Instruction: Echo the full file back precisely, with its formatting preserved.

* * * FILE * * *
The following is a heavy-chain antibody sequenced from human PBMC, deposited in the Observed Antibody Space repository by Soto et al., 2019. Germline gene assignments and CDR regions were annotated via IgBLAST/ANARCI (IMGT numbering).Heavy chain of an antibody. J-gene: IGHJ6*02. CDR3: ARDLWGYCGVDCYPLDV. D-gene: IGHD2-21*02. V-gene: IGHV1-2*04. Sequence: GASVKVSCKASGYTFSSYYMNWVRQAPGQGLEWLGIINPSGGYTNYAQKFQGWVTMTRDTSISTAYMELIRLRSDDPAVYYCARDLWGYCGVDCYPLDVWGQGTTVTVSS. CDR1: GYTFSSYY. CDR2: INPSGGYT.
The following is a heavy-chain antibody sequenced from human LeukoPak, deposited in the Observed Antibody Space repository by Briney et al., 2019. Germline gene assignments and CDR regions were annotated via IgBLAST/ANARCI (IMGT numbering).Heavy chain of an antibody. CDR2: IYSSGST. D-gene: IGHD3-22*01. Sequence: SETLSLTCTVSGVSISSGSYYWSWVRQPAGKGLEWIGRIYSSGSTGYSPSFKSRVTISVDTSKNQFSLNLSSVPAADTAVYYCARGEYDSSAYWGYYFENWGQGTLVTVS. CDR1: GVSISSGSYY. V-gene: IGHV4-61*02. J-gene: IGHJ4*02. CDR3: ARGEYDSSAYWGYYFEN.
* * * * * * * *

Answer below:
The following is a heavy-chain antibody sequenced from human PBMC, deposited in the Observed Antibody Space repository by Soto et al., 2019. Germline gene assignments and CDR regions were annotated via IgBLAST/ANARCI (IMGT numbering).Heavy chain of an antibody. J-gene: IGHJ6*02. CDR3: ARDLWGYCGVDCYPLDV. D-gene: IGHD2-21*02. V-gene: IGHV1-2*04. Sequence: GASVKVSCKASGYTFSSYYMNWVRQAPGQGLEWLGIINPSGGYTNYAQKFQGWVTMTRDTSISTAYMELIRLRSDDPAVYYCARDLWGYCGVDCYPLDVWGQGTTVTVSS. CDR1: GYTFSSYY. CDR2: INPSGGYT.
The following is a heavy-chain antibody sequenced from human LeukoPak, deposited in the Observed Antibody Space repository by Briney et al., 2019. Germline gene assignments and CDR regions were annotated via IgBLAST/ANARCI (IMGT numbering).Heavy chain of an antibody. CDR2: IYSSGST. D-gene: IGHD3-22*01. Sequence: SETLSLTCTVSGVSISSGSYYWSWVRQPAGKGLEWIGRIYSSGSTGYSPSFKSRVTISVDTSKNQFSLNLSSVPAADTAVYYCARGEYDSSAYWGYYFENWGQGTLVTVS. CDR1: GVSISSGSYY. V-gene: IGHV4-61*02. J-gene: IGHJ4*02. CDR3: ARGEYDSSAYWGYYFEN.